"Each night I am reluctant to close up because there may be some one who needs the café."" The waiter who speaks these words, in a Clean Well-Lighted Place by Ernest Hemingway, realizes that his café is more than just a place to eat and drink. The main character of this story is an elderly, deaf man who spends every evening at the same café until it closes. Setting is used to help the reader understand the old man's loneliness and the comfort he receives from the café. Hemingway uses direct description, visual and auditory clues, and sense imagery to establish the setting and to develop this understanding. .
Hemingway uses direct description at the very beginning of the story to establish the setting of the story for the reader. "It was late and everyone had left the café except an old man who sat in the shadow the leaves of the tree made against the electric light. In the day time the street was dusty, but at night the dew settled the dust." This conveys a sense of solitude and peace which surrounds the old man. More importantly, this description gives the reader a feeling for the loneliness which has engulfed the old man. The use of shadows and light, along with solitude, gives the sense of loneliness. .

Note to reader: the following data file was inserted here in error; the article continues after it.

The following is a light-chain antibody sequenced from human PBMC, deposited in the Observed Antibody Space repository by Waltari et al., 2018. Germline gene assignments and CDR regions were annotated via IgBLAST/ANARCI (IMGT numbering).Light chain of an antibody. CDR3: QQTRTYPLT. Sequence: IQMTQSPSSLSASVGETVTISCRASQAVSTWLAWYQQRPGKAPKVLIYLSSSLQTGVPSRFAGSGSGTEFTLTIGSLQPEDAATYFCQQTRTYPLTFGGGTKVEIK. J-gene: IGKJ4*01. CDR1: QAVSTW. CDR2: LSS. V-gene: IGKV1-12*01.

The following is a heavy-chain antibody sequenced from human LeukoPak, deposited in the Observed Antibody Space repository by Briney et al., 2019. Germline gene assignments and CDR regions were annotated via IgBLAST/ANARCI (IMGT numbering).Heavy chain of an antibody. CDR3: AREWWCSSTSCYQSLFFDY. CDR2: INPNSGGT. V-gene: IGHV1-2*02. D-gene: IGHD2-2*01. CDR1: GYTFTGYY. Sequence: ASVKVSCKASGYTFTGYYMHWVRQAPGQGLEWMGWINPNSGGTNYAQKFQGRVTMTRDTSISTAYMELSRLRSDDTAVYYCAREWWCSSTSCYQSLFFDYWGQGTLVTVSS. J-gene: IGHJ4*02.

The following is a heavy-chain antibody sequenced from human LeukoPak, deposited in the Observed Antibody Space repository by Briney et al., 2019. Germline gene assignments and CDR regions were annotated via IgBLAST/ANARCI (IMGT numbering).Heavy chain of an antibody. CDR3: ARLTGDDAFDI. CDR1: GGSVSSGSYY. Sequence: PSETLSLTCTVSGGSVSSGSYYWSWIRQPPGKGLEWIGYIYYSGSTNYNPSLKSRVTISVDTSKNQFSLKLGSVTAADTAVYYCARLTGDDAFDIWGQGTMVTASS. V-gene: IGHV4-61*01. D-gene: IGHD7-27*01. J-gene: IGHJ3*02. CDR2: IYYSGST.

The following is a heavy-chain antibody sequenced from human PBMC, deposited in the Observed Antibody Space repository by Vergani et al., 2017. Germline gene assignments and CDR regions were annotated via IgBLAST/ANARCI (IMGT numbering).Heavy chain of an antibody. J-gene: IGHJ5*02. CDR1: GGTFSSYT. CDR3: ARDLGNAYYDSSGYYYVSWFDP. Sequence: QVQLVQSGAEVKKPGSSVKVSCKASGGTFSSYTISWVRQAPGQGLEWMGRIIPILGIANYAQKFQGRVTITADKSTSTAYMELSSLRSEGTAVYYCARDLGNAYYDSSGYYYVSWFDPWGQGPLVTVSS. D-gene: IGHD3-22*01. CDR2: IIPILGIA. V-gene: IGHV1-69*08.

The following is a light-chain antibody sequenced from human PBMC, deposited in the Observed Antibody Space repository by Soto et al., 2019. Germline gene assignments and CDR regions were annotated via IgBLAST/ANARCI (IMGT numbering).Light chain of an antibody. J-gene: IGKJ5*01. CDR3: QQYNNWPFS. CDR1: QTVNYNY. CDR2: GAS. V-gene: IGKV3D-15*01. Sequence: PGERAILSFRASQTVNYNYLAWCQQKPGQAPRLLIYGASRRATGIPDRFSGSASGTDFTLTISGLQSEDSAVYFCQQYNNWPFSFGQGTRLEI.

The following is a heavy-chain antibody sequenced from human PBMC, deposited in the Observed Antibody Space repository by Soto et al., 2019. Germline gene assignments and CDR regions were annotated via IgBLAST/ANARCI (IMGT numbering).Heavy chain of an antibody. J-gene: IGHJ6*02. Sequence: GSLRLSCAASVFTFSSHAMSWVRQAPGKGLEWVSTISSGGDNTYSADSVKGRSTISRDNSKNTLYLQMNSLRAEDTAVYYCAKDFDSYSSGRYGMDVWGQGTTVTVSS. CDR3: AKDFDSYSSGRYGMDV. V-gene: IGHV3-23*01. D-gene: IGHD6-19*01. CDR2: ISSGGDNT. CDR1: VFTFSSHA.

The visual and auditory clues the author uses are necessary in understanding why the old man continues to return to the café each night. "Turning off the electric light he continued the conversation with himself. It is the light of course but it is necessary that the place be clean and pleasant. You do not want music. Certainly you do not want music."" It is important that the café be well-lighted to counteract the old man's dark and lonely life. In addition, music would only be a distraction from his thoughts and a disruption of the solitude which quiet brings. .
Finally, through Hemingway's use of sense imagery, the reader is able to understand why the old man visits the café at night.